Ivoted on Sunday in the Ontario PC leadership election so, at least in my case, the die is cast so to speak. Some of the 76,587 eligible members will not vote until the second voting day on Thursday, May 7, and then we’ll hear the results on Saturday, May 9.
I voted for the veteran PC MPP for Whitby–Oshawa, Christine Elliott, who I believe ran a competent and well-balanced campaign.
I really do believe Ms. Elliott’s promise “to grow the Big Blue Tent,” and see in her a leader with the ability “to clean up the mess left by the Liberals because we will win seats in all regions of the province, including the GTA and Toronto,” as her web site puts it.
With Christine Elliott as leader, I see hope for real change in the Ontario PC party’s fortunes. Her politics differ from that of the former leader, Tim Hudak’s. And that’s a good thing since Hudak’s politics were soundly rejected by Ontarians in two general elections.
Classic progressive conservatism used to be at the heart of our party’s core beliefs—that is back in the days when the party governed the province for an uninterrupted run from 1943 to 1985. Ms. Elliott, it seems to me, is the candidate most likely to return the party to its roots, which seems to be summed up by her catchphrase, “fiscal responsibility and social compassion.”
In contrast, I don’t see how Patrick Brown improves the Ontario PCs’ prospects beyond those we had under Tim Hudak. Neither do I find anything about him inspiring, nor do I see enough difference between the tone of his politics and that of the past two PC election platforms to give rise to my hope of another Ontario PC government in my lifetime.
I’ve said this before and I’ll say it again: What Mr. Brown’s supporters see in someone who has accomplished as little in Ottawa as he has is beyond me. Mr. Brown has not even committed to running provincially if he loses his leadership bid. Instead he says he’ll run if asked.
Why in heaven’s name does he need to be asked? Hell, the man is running for the leadership of the party! Who asked him to do that? Apparently, this career politician sees his future as either an Ontario PC party leader, or he’s prepared to return to relative obscurity as an Ottawa Tory backbencher.
In recent elections, the Ontario PCs have run on a right-wing platform, not even giving lip-service to policies that would be consistent with the “progressive” element of its name. And this I believe has been a mistake. As I have written before:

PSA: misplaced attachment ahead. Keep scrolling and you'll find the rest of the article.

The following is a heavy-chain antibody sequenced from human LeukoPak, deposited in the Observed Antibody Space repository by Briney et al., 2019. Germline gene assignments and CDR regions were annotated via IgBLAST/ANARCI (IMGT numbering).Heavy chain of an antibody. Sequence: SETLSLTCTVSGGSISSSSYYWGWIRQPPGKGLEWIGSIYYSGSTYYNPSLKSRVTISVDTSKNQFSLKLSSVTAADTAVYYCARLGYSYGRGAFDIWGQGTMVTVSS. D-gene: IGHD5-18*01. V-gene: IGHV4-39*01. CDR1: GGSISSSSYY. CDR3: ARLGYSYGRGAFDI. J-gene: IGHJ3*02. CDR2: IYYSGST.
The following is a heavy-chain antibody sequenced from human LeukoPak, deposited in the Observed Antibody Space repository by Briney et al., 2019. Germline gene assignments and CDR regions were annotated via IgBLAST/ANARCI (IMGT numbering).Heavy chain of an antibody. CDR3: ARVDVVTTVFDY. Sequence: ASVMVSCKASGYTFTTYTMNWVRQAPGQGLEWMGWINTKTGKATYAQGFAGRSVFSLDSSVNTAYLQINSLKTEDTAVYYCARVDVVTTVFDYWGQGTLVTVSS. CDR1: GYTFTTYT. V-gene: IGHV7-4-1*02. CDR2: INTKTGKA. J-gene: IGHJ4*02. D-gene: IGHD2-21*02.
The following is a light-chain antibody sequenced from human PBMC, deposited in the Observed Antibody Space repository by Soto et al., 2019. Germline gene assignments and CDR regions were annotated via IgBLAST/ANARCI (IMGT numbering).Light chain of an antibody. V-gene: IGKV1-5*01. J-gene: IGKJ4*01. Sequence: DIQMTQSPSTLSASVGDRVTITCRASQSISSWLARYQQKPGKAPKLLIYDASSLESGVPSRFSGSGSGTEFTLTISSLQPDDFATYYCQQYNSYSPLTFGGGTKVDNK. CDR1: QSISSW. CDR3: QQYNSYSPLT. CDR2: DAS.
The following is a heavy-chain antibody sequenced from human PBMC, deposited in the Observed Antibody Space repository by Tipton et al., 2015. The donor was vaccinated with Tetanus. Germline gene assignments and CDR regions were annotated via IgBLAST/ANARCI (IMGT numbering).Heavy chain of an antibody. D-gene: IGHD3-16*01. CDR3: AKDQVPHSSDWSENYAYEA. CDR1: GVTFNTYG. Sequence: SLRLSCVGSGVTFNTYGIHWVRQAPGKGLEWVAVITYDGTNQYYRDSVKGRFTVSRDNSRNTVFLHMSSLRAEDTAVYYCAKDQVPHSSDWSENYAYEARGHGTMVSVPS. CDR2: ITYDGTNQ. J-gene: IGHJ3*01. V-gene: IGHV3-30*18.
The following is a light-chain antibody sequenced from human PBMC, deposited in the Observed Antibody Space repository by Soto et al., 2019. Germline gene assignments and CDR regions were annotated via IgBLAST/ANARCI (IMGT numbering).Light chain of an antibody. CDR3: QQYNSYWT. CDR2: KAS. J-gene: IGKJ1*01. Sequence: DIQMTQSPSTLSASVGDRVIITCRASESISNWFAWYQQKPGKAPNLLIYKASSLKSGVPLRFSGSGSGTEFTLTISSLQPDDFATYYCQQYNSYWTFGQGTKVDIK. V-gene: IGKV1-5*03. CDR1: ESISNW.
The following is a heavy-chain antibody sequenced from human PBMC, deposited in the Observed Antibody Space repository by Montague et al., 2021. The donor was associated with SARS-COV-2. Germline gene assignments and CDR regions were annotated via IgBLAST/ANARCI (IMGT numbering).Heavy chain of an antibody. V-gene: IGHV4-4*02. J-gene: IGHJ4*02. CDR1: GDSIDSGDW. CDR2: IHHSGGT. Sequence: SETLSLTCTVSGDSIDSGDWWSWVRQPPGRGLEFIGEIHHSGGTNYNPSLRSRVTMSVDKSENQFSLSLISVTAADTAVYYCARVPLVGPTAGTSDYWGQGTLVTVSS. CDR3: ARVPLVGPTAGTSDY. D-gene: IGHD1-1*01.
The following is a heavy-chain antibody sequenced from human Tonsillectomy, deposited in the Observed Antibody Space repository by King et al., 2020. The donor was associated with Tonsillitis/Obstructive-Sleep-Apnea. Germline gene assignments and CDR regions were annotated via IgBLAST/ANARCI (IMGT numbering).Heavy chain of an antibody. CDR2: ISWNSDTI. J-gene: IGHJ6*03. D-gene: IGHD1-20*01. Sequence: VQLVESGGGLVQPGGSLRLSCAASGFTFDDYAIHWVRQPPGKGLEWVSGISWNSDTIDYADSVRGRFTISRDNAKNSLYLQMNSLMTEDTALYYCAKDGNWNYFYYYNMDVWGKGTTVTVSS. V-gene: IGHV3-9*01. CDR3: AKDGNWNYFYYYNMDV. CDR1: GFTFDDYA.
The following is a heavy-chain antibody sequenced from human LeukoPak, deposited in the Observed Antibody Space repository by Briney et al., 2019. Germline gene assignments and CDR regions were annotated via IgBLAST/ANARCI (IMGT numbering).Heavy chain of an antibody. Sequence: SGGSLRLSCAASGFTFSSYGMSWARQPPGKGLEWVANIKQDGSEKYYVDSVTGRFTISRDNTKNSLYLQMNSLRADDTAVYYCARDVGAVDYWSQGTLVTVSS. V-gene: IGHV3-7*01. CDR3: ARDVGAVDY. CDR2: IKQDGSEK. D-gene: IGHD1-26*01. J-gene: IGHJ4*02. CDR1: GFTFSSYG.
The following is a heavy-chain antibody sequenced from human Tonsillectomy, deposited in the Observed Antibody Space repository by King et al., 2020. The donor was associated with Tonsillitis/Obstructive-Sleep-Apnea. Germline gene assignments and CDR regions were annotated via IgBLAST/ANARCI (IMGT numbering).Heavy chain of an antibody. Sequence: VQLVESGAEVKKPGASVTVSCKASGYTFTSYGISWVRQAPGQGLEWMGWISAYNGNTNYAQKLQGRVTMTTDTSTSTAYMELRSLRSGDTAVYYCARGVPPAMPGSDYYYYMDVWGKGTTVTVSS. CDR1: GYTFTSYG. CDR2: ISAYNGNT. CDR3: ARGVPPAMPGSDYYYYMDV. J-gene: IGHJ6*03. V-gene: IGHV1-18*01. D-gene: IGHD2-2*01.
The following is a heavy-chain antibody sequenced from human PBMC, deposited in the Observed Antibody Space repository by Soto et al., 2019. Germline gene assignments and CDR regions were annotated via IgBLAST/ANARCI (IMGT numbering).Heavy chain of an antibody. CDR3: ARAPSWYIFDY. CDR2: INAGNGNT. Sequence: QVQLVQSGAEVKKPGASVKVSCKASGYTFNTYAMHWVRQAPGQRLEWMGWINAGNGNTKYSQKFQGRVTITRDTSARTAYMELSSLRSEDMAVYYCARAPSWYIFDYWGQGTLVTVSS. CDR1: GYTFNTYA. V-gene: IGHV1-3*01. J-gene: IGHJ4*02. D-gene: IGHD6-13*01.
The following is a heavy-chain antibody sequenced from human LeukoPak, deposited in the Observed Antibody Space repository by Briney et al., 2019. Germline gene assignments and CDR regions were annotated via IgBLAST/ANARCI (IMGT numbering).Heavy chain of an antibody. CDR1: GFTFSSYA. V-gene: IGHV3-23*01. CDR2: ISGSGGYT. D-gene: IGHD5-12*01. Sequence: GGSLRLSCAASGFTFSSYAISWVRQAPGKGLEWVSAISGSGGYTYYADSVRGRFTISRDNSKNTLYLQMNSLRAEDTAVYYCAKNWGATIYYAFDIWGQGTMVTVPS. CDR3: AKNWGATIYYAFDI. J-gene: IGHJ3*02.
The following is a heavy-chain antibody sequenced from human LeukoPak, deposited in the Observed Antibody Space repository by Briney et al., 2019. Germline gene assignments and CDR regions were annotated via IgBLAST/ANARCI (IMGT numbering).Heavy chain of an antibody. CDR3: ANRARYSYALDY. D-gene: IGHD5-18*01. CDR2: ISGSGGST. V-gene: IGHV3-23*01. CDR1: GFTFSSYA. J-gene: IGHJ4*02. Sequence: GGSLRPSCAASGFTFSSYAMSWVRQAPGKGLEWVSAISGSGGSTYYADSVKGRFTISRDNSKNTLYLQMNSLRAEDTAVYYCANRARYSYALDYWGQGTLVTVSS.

Many famous conservative statesmen have been proud to have their names associated with progressive–conservatism, including Benjamin Disraeli, Stanley Baldwin, Winston Churchill, David Cameron, William Howard Taft, Dwight D. Eisenhower and the federal PC prime ministers who have represented Canada’s conservative movement prior to Stephen Harper.
Few, if any, of these statesmen would accept the label of “Liberal Light,” one Mr. Brown likes to pin on Ms. Elliott. Yet Mr. Brown could not fill the leadership or statesman shoes of a single member of the aforementioned group.
Contrary to what Mr. Brown would, apparently, have us believe, being a progressive conservative is not the same as being a Liberal, although a successful political party in Ontario does need to attract votes from both centre-left and centre-right, where most Liberals reside on the political spectrum. As I recall, former premier Bill Davis had little if any problem differentiating his party from the Ontario Liberals and beat them every time he went he went up against them.
In recent times, Ontario’s PC party has become so closely identified with right-wing (rather than centre-right) politics that its members are often referred to in the media simply as “Conservatives” as if the federal party and the provincial party were indistinguishable.
To be sure, the parties share policies, membership, volunteers, etc., and the federal party—the direct successor of the right-wing populist Reform Party of Canada—under Stephen Harper has borrowed much from former premier Bill Davis’s progressive conservative style of governing. I would say that, despite its right-wing reputation in the media, the federal Conservatives govern more like a traditional Canadian-style PC government than did former PC premier Mike Harris or, I suspect, Tim Hudak would have done.
In Christine Elliott, I see a chance to return to a common sense approach with core conservative values informing our fiscal policy and a progressive approach to programs such as health care, education, public transit, mental health and ecology.
That’s my dream.
My nightmare is that a Patrick Brown victory on May 9 will be followed by eight more years of political irrelevance for the Ontario PC party.